What is Dyslexia
Dyslexia is a specific learning difficulty (SpLD), often inherited and is a lifelong condition. 
It is much more than the traditional definition of ‘difficulty with words’ or ‘word blindness’. Scientific definitions of Dyslexia are widely available on the web such as via the British Dyslexia Association and Dyslexia Scotland
Most agree the primary difficulty dyslexic people have is with Literacy, specifically reading and spelling and that this is often compounded by difficulties with short term memory, auditory and visual perception, sequencing and sometimes spoken language and motor skills. 
Dyslexia affects the whole person. There are also associated difficulties of Dyscalculia and Dyspraxia affecting number and motor coordination. 
What are the signs to look for? 
There are many indicators that a child may be Dyslexic, apart from obvious difficulties with literacy. Reversal of letters and numbers, difficulty with the orientation of b/d, p/q, n/u, problems remembering instructions and poor concentration are common. 
Dyslexics often mix up left and right and the order of the days of the week and months of the year. They may find difficulty telling the time and/or struggle with the concept of time altogether. Pronunciation of multi-syllabic words can be jumbled, as can phrases e.g. ‘par cark’.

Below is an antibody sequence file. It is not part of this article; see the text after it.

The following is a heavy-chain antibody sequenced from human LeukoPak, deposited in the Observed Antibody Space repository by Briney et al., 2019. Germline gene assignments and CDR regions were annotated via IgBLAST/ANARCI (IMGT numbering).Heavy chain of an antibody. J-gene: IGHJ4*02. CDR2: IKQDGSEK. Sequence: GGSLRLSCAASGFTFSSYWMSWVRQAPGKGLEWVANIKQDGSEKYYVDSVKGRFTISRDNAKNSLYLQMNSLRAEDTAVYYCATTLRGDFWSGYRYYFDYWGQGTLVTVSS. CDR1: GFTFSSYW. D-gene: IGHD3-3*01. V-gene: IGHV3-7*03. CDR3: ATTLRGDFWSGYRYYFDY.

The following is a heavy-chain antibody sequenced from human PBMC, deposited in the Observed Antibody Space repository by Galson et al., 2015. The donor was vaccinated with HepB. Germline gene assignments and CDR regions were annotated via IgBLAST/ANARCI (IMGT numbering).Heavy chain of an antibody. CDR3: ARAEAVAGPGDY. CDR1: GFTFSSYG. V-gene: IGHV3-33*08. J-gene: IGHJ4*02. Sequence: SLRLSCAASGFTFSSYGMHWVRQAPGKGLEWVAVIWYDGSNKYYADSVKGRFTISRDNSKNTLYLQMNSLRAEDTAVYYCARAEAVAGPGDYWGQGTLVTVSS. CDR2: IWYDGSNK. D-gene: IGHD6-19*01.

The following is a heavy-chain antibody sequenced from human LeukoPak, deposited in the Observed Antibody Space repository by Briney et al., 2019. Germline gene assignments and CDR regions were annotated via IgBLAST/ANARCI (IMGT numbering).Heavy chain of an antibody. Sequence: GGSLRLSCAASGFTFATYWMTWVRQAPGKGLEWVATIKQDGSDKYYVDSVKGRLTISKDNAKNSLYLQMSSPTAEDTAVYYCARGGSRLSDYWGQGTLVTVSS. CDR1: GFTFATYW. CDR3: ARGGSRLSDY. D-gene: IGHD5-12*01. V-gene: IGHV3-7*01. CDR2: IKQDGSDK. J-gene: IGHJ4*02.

Dyslexic children can often struggle at school, despite average or above intelligence; their literacy and organisational difficulties impeding their ability to access the curriculum at the same level as their peers. They can fall further behind without appropriate specialist teaching and intervention. 
What effects can Dyslexia have? 
Persistent failure to cope at school can result in loss of self-esteem and self-confidence and children can withdraw into themselves or become the ‘class clown’ to mask their difficulties or to impress their peers. Frustration can often result and can lead to tantrums, disaffection and in some severe cases, to refusal to attend school. 
What can specialist teaching offer? 
Specialist teaching by trained teachers who use multi-sensory, structured, phonic based methods can make a significant difference to children who are struggling. This teaching needs to be regular and often to be effective, focussed not just on literacy difficulties, but also on the other aspects of Dyslexia mentioned above. 
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